Thousands of anti-abortion advocates gather in Harrisburg for annual Pennsylvania March for Life rally
Elizabethtown resident Juanita Horst held a red “Choose Life” sign above her head as she stood with thousands of anti-abortion advocates on the state Capitol steps Monday for the third annual Pennsylvania March for Life rally.
Horst said she traveled to Harrisburg to demand “no abortions at all” in the Commonwealth.
Several Lancaster County GOP lawmakers stood on the rally’s stage as speakers called for an abortion ban.
One Lancaster legislator in attendance was House Republican Leader Rep. Bryan Cutler, who spoke at last year’s event. Cutler, of Drumore Township, told LNP|LancasterOnline that “being pro-life for me means not just birth but providing the support necessary to support the moms and the families.”
He said he was “disappointed” earlier this year when Democratic Gov. Josh Shapiro cut millions of dollars worth of state funding for Real Alternatives, an organization criticized by abortion rights activists for not providing abortion-related information to clients.
Speakers at the event also criticized Shapiro’s decision.
“We should never be okay with the other side claiming victory for ending valuable programs that promote the sanctity of life,” said state Sen. Kristin Phillips-Hill, R-York. “We need to work together to educate and most importantly to pray for God’s blessing on everyone.”
Jill Hartman is the executive director of A Woman’s Concern, which she described as a pregnancy support center based in Lancaster County. On stage she told the crowd that Shapiro’s move to cut the funding amounts to removing a reproductive health care option for pregnant people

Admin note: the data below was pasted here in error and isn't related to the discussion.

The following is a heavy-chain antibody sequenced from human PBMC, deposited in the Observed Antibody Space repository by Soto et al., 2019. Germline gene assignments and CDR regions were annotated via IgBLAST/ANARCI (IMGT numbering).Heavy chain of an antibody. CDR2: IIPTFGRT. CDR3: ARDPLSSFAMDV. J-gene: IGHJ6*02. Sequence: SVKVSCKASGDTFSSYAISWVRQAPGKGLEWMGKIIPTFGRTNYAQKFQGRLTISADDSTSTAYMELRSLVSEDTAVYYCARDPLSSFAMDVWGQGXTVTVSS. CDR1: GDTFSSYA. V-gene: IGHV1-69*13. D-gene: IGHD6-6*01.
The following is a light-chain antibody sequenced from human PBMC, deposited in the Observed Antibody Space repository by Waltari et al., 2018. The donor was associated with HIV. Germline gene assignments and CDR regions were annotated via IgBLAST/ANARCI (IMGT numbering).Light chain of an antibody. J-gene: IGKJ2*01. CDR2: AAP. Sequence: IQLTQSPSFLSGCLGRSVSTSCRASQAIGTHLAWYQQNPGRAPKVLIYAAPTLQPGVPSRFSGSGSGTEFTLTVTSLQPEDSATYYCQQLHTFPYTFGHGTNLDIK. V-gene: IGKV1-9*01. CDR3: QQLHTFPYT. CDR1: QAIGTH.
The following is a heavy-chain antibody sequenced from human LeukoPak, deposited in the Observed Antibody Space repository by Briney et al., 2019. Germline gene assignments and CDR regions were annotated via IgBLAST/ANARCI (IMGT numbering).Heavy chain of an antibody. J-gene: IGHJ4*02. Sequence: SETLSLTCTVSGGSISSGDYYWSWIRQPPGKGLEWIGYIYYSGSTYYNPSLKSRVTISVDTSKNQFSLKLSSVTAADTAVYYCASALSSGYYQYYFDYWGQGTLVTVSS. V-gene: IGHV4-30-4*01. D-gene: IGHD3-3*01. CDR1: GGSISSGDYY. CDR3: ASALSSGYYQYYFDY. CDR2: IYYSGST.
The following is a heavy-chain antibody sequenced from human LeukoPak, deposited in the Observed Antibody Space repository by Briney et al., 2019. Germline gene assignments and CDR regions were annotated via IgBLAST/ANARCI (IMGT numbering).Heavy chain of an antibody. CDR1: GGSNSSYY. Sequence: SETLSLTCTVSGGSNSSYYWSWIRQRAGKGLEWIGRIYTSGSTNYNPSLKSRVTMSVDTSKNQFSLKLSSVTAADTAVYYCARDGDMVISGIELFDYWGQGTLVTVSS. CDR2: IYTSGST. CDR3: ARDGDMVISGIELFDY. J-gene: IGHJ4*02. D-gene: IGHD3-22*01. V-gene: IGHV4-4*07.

She said after the rally that her organization received about $100,000 annually through the Real Alternatives program.
A spokesperson for Shapiro declined to comment. Shapiro positioned himself as a champion for reproductive rights while campaigning for governor last year and has said repeatedly he supports abortion access.
After the rally, Planned Parenthood Pennsylvania Executive Director Signe Espinoza issued a statement saying abortion is a decision to be decided by a woman and her physician, not by politicians.
“Access to the full spectrum of sexual and reproductive health care is a matter of personal liberty, privacy and autonomy,” Espinoza said. “The opposition will do and say anything to paint a false narrative about abortion, but we know the facts. Abortion is common, safe, and legal in the state of Pennsylvania and we’re going to continue fighting to keep it that way.”
Republican state Reps. Tom Jones, Brett Miller, David Zimmerman and Steven Mentzer were among the Lancaster County lawmakers who attended the event, along with Sens. Ryan Aument and Chris Gebhard.
EFFORTS TO RESTRICT ABORTION
Although the push to restrict abortion in the Legislature has stalled this session, last year the then GOP-controlled General Assembly passed an amendment to the state Constitution declaring “no constitutional right to taxpayer-funded abortion or other right relating to abortion.”
Every Lancaster County lawmaker at the time, except for Lancaster city Democrat Mike Sturla, voted in favor of the amendment.
Constitutional amendments must pass two succeeding sessions of the General Assembly and then be approved by voters. They are not vetoable by the governor.
The Democratic House is unlikely to consider the amendment on the floor for the required second passing before the end of the 2023-24 session.
State Sen. Judy Ward, a Blair County Republican and former nurse, wrote the language for the amendment and led the March for Life rallygoers Monday in the Pledge of Allegiance.